LifeJournal™ Newsletter – March 2003

As we are writing this newsletter, the war in Iraq has begun. Regardless of your position about the war, you probably have some feelings about it. Some of you have family, friends, and acquaintances who are fighting in the Middle East. Under these circumstances it may be a valuable time to turn to journal writing, to sort out your thoughts and feelings about the war as well as soothe your frayed nerves.

Recently I visited Margie Davis’ website, and noticed that she had moved from the Boston area to Sarasota, Florida, a few miles away from Chronicles Software’s office. We had lunch, talked about journal writing, and I learned about her work with caregivers and cancer patients and survivors. Margie graciously agreed to do an interview for this newsletter and has generously shared some prompts. The prompts are in the interview below and also have been added to our prompt page,

This month we’re going to keep the survey that we posted last month available so that we can hear from more of you. We’ve only had about 40 people complete the questionnaire. I know that this a fairly lengthy survey, but your responses will certainly help improve the program. If you haven’t had a chance to respond and have used LifeJournal for at least one month, please take 10 minutes and fill out the survey form. Thank you for your time in completing the survey; I appreciate it.

Ruth Folit
Chronicles Software Company

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An Interview with Therapeutic Writing Instructor, Margie Davis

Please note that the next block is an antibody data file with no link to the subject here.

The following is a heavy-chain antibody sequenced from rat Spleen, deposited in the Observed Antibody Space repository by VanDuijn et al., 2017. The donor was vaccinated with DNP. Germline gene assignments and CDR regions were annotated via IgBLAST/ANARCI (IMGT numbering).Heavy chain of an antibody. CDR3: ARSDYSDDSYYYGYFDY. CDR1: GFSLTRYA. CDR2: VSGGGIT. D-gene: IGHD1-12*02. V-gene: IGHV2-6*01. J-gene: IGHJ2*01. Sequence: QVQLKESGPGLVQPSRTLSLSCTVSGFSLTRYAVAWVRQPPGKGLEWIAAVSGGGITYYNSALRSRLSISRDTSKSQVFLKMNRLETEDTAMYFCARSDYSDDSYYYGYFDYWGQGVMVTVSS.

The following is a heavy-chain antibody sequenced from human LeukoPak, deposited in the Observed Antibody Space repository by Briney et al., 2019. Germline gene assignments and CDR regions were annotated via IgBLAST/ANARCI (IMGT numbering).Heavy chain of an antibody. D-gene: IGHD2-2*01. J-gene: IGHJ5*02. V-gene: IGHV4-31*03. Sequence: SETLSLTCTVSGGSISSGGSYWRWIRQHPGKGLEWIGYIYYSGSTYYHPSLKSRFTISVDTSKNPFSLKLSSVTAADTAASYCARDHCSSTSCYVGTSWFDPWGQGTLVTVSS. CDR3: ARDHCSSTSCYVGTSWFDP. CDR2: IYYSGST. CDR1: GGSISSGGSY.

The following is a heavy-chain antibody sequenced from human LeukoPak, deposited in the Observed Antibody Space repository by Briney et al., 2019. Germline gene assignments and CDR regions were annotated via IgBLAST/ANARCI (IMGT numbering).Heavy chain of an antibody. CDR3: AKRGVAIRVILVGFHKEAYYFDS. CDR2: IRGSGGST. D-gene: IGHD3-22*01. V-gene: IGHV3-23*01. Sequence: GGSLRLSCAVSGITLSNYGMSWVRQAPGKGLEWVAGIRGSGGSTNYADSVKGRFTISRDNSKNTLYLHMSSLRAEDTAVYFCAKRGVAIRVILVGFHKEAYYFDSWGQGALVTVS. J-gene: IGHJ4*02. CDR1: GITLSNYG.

The LifeJournal Prompts Web Page
Tip: Swapping LifeJournal Prompts with a Group
How to Purchase LifeJournal

An Interview with Therapeutic Writing Instructor, Margie Davis

Q. What is therapeutic writing?
A. Therapeutic writing means writing one’s deep thoughts and feelings about an upsetting event for the purpose of healing. This type of writing also goes by the names of expressive writing, reflective writing, and disclosive writing (because you disclose information).
Q. How does it differ from journaling?
A. “Journaling” is an umbrella word that covers a lot of ground. People tend to think of “journaling” as writing about anything, e.g., what they did on their birthday, their dreams, lists of things to do. They may or may not include how they feel about what they did on their birthday or the thoughts that passed through their minds at the celebration. Research shows that when people focus on the facts but not on how the facts affect them, there is no therapeutic benefit.
Q. How did you get involved in therapeutic writing?
A. I have taught personal essay writing since 1993. I knew from my own life and from leading others through writing exercises that writing about upsetting events had therapeutic value. When a close friend was diagnosed with cancer five years ago, I knew that writing about her emotional experience with her aggressive medical treatment could help her cope. I had a vision for creating a therapeutic writing journal with prompting questions to give people with virtually any type of cancer a means of healing their emotional selves. With the help of medical and mental health professionals, I researched the psychosocial issues that cancer patients, survivors, and caregivers face.

My book, The Healing Way, A Journal for Cancer Survivors, with over 60 writing exercises, was published in 2000. I began offering therapeutic writing courses and workshops to cancer patients and caregivers at the Dana-Farber Cancer Institute, the Wellness Community, and other cancer clinics, support groups, and hospices. I added two of my courses, Writing About Cancer and Writing for Personal Caregivers, to my personal essay writing courses that I lead at my web site,

Q. What therapeutic writing programs do you offer?